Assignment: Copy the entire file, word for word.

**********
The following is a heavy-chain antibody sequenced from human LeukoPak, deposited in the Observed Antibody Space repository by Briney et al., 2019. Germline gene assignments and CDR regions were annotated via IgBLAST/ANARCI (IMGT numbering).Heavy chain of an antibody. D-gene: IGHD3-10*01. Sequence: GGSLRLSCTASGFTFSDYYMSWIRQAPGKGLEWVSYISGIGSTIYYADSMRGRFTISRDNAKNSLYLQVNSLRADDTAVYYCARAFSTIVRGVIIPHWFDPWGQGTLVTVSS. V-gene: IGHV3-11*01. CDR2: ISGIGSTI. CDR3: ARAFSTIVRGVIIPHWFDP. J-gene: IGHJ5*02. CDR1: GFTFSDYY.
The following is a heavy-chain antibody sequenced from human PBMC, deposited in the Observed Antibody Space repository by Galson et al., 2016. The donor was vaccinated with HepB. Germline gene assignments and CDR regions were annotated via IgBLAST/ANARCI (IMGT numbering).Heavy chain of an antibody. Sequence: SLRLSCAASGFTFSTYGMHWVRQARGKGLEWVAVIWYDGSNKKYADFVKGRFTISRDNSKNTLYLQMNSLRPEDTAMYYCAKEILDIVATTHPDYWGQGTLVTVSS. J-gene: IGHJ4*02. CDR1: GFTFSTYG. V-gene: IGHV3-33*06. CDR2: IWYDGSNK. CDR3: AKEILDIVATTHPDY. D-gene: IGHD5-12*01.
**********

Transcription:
The following is a heavy-chain antibody sequenced from human LeukoPak, deposited in the Observed Antibody Space repository by Briney et al., 2019. Germline gene assignments and CDR regions were annotated via IgBLAST/ANARCI (IMGT numbering).Heavy chain of an antibody. D-gene: IGHD3-10*01. Sequence: GGSLRLSCTASGFTFSDYYMSWIRQAPGKGLEWVSYISGIGSTIYYADSMRGRFTISRDNAKNSLYLQVNSLRADDTAVYYCARAFSTIVRGVIIPHWFDPWGQGTLVTVSS. V-gene: IGHV3-11*01. CDR2: ISGIGSTI. CDR3: ARAFSTIVRGVIIPHWFDP. J-gene: IGHJ5*02. CDR1: GFTFSDYY.
The following is a heavy-chain antibody sequenced from human PBMC, deposited in the Observed Antibody Space repository by Galson et al., 2016. The donor was vaccinated with HepB. Germline gene assignments and CDR regions were annotated via IgBLAST/ANARCI (IMGT numbering).Heavy chain of an antibody. Sequence: SLRLSCAASGFTFSTYGMHWVRQARGKGLEWVAVIWYDGSNKKYADFVKGRFTISRDNSKNTLYLQMNSLRPEDTAMYYCAKEILDIVATTHPDYWGQGTLVTVSS. J-gene: IGHJ4*02. CDR1: GFTFSTYG. V-gene: IGHV3-33*06. CDR2: IWYDGSNK. CDR3: AKEILDIVATTHPDY. D-gene: IGHD5-12*01.